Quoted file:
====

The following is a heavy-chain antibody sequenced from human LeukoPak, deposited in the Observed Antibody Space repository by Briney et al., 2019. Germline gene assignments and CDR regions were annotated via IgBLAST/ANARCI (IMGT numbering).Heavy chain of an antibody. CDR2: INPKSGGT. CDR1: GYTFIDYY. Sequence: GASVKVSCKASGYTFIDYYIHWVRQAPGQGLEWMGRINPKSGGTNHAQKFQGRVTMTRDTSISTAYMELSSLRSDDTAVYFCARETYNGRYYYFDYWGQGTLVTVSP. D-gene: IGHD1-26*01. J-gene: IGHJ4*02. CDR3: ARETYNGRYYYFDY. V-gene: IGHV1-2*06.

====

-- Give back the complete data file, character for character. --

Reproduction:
The following is a heavy-chain antibody sequenced from human LeukoPak, deposited in the Observed Antibody Space repository by Briney et al., 2019. Germline gene assignments and CDR regions were annotated via IgBLAST/ANARCI (IMGT numbering).Heavy chain of an antibody. CDR2: INPKSGGT. CDR1: GYTFIDYY. Sequence: GASVKVSCKASGYTFIDYYIHWVRQAPGQGLEWMGRINPKSGGTNHAQKFQGRVTMTRDTSISTAYMELSSLRSDDTAVYFCARETYNGRYYYFDYWGQGTLVTVSP. D-gene: IGHD1-26*01. J-gene: IGHJ4*02. CDR3: ARETYNGRYYYFDY. V-gene: IGHV1-2*06.